Pressure from animal rights groups has led two of Belgium’s three regions to consider banning shechita (ritual slaughter) in 2019, in what some Belgian Jewish leaders are calling “the worst crisis since WWII.”
“It is an unprecedented crisis,” Consistorie president Philippe Markiewicz said, adding that he considered it the worst since the Second World War. The Consistorie is the umbrella organization representing Belgian Jewry.
According to French-language daily La Libre, Markiewicz expressed amazement at comments made by Geert Bourgeous, the Flemish government’s minister-president, during a debate on the issue of ritual slaughter.
“When he talked about it, he mentioned reconciliation between the political sphere and immigrants’ path to integration,” Markiewicz said. “The Jews are like the immigrants just arrived in Belgium? But the Consistorie was established almost 210 years ago under Napoleon. Can you really imagine that the Jews are not integrated?”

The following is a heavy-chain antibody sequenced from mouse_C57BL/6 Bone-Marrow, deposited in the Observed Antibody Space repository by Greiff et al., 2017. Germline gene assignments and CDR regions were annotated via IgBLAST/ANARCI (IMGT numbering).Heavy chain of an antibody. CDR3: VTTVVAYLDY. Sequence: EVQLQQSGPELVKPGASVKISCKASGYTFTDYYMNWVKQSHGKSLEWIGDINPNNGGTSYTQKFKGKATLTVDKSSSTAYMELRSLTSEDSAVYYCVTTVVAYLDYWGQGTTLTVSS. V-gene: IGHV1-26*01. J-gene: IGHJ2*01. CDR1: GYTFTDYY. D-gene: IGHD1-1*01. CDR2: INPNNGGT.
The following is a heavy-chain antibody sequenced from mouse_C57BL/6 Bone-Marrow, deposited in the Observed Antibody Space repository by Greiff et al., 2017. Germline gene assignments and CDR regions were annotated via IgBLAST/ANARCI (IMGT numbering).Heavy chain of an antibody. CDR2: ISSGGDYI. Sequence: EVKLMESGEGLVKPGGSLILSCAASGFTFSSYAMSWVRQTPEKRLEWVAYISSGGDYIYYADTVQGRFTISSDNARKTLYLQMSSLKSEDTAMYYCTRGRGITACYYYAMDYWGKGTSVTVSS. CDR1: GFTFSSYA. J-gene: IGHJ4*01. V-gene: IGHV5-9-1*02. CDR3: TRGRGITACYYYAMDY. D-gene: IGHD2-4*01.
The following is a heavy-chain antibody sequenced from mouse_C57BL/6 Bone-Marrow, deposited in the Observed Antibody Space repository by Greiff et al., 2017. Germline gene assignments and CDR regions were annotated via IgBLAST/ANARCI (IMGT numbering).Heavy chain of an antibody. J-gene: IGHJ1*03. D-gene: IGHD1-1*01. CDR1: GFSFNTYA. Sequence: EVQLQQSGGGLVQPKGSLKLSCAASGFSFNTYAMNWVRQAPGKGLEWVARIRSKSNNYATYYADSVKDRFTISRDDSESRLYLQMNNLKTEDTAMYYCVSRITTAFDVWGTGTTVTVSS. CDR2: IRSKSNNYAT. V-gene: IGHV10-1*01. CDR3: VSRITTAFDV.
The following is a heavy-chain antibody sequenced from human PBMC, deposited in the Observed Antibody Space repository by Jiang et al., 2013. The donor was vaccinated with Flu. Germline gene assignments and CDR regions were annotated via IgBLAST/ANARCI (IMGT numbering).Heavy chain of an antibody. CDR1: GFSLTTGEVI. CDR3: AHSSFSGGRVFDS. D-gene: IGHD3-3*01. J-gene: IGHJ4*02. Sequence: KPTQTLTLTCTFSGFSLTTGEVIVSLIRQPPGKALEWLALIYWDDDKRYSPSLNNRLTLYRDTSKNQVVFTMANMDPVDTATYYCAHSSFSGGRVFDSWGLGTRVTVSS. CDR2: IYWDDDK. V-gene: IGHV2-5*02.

Israel’s Foreign Ministry said Thursday it is “closely following” an announcement last month by Flemish cabinet minister Ben Weyts regarding the restrictions on kosher slaughter to be imposed in 2019.
On March 30, Weyts, who advocated for a complete ban on kosher slaughter in May 2016, said that “the decision in principle has been taken and everyone should respect it.”
Menachem Margolin, the head of the European Jewish Association lobby group, said the proposal to ban kosher slaughter is not motivated by concern for the welfare of animals.
“Let’s stop pretending that banning kosher slaughter has anything to do with animal welfare,” Margolin said, adding that is “dubious, unsettling and running contrary to [scientific] evidence.”